in town for free camps
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|2 days 19 hours ago||That's like the North Korea||
That's like the North Korea of analogies.
|5 days 10 hours ago||I'd say it depends on what||
I'd say it depends on what you're looking for. People will disagree about what is the best/fanciest, so I'd also break it down by food.
Steak - Chop House. Fancy vibe (in my opinion it has the fanciest "vibe") although all of thse are pretty fancy and I've done anniversaries/celebrations at them.
Italian - I'd go Earle over Gratzi. Both are good, Earle slightly fancier in my opinion. Also French menu items too more than just Italian like Gratzi.
Asian - Pacific Rim
American - Logan
Mexican - Prickly Pear. Not as fancy, but if you want Mexican go there.
Of course, I'd try to talk my wife into Mr. Spots - chicken fingers w/ honey mustard + wings? Done. Maybe not for a wedding anniversary because I do like myself a good foodie spend, but find another excuse for that.
|6 days 7 hours ago||UM is a hybrid entity, and||
UM is a hybrid entity, and the atheltic department is not a covered entity. Therefore any health information they have can be disclosed without violating the Privacy Rule.
I'm not sure how UM handles it, but likely they do what many other universities do - have student athletes sign HIPAA authorizations to disclose to coaches and other individuals in the AD. Because those individuals are not covered entities, they can then disclose it.
It's that simple.
|6 days 7 hours ago||Only "covered entities" are||
Only "covered entities" are subject to the Privacy Rule under HIPAA. UM is a "hybrid entity" meaning that some portions of it are a covered entity, some are not. For example (I'm generalizing here) the health care systems are while the athletic department is not. A non-covered entity is not subject to the Privacy Rule and can disclose health information.
Most universities require players to sign a HIPAA Authorization that allows the covered entities (health care providers) to disclose PHI to the coaches, trainers, athletic departments, etc. Once there, those individuals can disclose without violating HIPAA.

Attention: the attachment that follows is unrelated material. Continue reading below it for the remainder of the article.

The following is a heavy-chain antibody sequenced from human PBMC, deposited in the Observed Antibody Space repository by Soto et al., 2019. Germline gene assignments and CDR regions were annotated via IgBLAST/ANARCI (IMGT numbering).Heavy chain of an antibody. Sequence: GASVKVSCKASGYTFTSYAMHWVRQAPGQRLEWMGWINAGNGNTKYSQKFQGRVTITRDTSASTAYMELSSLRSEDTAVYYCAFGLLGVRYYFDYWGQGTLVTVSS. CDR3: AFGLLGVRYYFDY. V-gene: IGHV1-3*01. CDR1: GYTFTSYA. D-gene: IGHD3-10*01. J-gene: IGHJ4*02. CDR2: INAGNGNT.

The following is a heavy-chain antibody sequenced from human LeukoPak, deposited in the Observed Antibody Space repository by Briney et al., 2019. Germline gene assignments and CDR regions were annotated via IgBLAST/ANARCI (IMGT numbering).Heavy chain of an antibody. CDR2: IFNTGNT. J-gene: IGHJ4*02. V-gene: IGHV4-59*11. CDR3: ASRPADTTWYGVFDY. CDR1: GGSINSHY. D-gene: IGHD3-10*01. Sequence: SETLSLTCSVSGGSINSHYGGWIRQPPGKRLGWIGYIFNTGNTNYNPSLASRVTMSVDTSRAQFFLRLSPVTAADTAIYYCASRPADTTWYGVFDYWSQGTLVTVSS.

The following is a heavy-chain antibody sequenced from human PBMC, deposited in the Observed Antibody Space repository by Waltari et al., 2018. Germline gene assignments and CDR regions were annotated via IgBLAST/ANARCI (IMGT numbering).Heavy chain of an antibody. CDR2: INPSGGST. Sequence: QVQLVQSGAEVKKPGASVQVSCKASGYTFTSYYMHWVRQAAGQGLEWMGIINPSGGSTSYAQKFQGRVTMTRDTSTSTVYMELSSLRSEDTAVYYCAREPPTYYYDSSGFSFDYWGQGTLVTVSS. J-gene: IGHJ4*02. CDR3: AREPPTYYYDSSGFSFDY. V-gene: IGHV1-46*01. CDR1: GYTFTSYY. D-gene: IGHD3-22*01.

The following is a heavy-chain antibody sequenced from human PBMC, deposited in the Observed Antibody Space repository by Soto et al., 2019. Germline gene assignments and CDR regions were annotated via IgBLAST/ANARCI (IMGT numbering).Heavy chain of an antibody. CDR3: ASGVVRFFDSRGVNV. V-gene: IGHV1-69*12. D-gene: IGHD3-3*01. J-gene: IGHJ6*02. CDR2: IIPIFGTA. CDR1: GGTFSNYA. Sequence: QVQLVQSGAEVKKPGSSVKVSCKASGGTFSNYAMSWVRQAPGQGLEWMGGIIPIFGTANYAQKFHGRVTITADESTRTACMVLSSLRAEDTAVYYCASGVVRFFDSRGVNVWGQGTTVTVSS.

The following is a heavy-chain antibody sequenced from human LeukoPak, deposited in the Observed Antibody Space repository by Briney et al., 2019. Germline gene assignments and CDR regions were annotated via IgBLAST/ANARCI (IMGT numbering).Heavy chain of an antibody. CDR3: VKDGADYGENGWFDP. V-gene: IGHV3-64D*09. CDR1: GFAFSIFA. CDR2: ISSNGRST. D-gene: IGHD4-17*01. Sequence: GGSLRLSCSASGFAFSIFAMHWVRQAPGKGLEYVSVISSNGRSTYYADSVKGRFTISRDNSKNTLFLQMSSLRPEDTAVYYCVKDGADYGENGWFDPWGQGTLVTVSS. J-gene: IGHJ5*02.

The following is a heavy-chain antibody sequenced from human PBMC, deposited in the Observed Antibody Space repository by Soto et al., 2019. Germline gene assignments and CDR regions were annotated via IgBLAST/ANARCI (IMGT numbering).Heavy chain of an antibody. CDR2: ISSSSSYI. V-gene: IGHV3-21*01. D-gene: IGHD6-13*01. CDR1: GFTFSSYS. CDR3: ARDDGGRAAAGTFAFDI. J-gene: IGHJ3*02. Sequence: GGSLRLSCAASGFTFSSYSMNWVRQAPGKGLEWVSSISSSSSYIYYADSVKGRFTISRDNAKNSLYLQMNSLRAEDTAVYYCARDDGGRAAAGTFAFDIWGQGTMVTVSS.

|6 days 8 hours ago||Harbaugh actually has great||
Harbaugh actually has great traits for responding to interviews - he pauses to think about a question before just blurting out an answer. Unfortunately that doesn't play that well for media and especially for radio. You could tell by the end Cowherd was sick of it. Harbaugh paused for a second after Cowherd went on a rant and that was it. Cowherd even complained about the "pauses" at the end. In an in-person interview you can see Harbaugh is just taking a second to respond.
Of course, the other issue is that I just don't think Harbaugh is the type of coach to give some fluffy open-ended spiel on national radio on why Michigan is good. He's going to give that to the kids he wants to recruit. Watch under a minute of Jim Harbaugh interviews and you'd know that about him. Cowherd didn't do his homework to understand how to task questions.
That, and I just don't think Harbaugh likes giving interviews that much.
Colin Cowherd. Crappy radio host does a crappy interview. This is hilariously non-newsworthy.
|1 week 20 hours ago||Yikes. There's one thing I||
Yikes. There's one thing I don't need to be resurrected...
|1 week 20 hours ago||Somebody being his||
Somebody being his parents.
Ahhh the sweet sweet sweet taste of nepotism.
|1 week 23 hours ago||I had seats third row up my||
I had seats third row up my senior year (Row A maybe? Can't remember now), and I could tell when the camera was focused on my section - it's never that far away in nearly every set up.
|1 week 1 day ago||Yeah - if this has been||
Yeah - if this has been already worked out, then no problem there.
If it hasn't already been worked out, then the AD might not be too happy with that statement.
My guess is for it to come from an official Wisconsin Basketball Twitter (which that appears to be?) then the AD saw it and was okay with it. Or some intern isn't having a great.
|1 week 5 days ago||Understand the point on the||